expected to be performed by the Iceland project and its rivals.

Major diseases like heart disease and cancer are well known to have many 
causes and to involve cascades of interactions among many genes.

Sir George of the Medical Research Council said he hoped that in several 
decades doctors would be able to tell a patient with a particular genetic 
mutation and habits that his risk of stroke was, say, 40 percent.

Conclusions like this could emerge from clusters of volunteers with common 
traits. Researchers might cull smokers with ischemic heart disease to test 
the hypothesis that smoking elevates the disease risk by affecting the 
variants of certain key genes.

Cancer and heart disease are "the first two where we will begin to get some 
useful information," Sir George said, information that doctors could use to 
persuade patients to change their diets or behavior, or to take a drug, to 
lower their risk.

Biobank, which is expected to choose its chief executive soon, will be 
owned by a charity controlled by the British government, the Wellcome Trust 
and the Medical Research Council.

The need for public ownership was a lesson learned from Iceland. There, the 
parliament's decision to allow a commercial company to create its database 
and use anonymous patients' records without their consent created a furor.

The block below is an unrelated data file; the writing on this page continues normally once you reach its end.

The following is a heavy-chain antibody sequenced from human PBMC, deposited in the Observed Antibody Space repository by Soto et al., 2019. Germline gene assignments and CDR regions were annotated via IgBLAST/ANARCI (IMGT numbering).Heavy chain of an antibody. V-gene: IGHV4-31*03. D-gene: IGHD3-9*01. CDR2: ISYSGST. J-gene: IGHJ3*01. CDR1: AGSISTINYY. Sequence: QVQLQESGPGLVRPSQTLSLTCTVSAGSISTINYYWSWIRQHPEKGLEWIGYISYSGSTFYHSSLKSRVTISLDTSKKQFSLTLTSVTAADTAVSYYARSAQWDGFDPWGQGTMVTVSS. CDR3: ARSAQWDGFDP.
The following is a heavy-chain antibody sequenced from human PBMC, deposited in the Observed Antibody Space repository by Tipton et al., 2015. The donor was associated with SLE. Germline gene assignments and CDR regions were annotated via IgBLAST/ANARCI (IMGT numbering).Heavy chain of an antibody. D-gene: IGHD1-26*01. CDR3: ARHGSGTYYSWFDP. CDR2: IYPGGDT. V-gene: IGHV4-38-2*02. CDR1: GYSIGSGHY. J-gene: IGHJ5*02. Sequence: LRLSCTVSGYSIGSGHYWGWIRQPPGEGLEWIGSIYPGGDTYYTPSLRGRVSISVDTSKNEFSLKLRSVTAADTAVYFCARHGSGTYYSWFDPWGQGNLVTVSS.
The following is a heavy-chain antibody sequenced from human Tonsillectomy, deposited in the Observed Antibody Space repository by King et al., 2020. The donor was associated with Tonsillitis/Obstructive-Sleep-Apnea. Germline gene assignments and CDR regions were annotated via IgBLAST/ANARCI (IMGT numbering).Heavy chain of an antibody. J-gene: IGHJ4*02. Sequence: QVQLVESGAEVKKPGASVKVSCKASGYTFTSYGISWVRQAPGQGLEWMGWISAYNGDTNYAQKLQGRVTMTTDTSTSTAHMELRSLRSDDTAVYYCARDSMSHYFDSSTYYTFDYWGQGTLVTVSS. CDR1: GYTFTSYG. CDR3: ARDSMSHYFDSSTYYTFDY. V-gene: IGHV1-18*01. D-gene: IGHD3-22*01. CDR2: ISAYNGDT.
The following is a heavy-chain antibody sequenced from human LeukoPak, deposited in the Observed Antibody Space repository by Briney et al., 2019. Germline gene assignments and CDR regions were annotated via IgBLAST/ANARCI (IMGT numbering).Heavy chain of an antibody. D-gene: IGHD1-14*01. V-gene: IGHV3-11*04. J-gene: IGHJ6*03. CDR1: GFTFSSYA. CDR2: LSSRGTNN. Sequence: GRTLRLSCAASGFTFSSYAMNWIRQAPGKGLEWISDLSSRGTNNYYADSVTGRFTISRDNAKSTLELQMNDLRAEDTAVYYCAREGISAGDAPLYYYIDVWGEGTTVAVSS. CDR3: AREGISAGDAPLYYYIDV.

Five years ago, evaluating the respective contributions of genes and 
environment to common diseases was impossible. Only in the last year or two 
have researchers begun to find some genetic mutations involved.

The recent progress and the prospect of cheaply reading an individual's 
genome on superfast machinery by 2014, make this kind of immense study 
feasible.

Still, some researchers doubt that Biobank will succeed. Last year in The 
Lancet, a medical journal based in Britain, David Clayton at Cambridge and 
Prof. Paul McKeigue at the London School of Hygiene and Tropical Medicine 
argued that its design was flawed.

The objectives of Wellcome and the Medical Research Council could be 
achieved more quickly and cheaply by laying down a bank of anonymous DNA 
samples from a few thousand cases of each disease, Professor McKeigue said.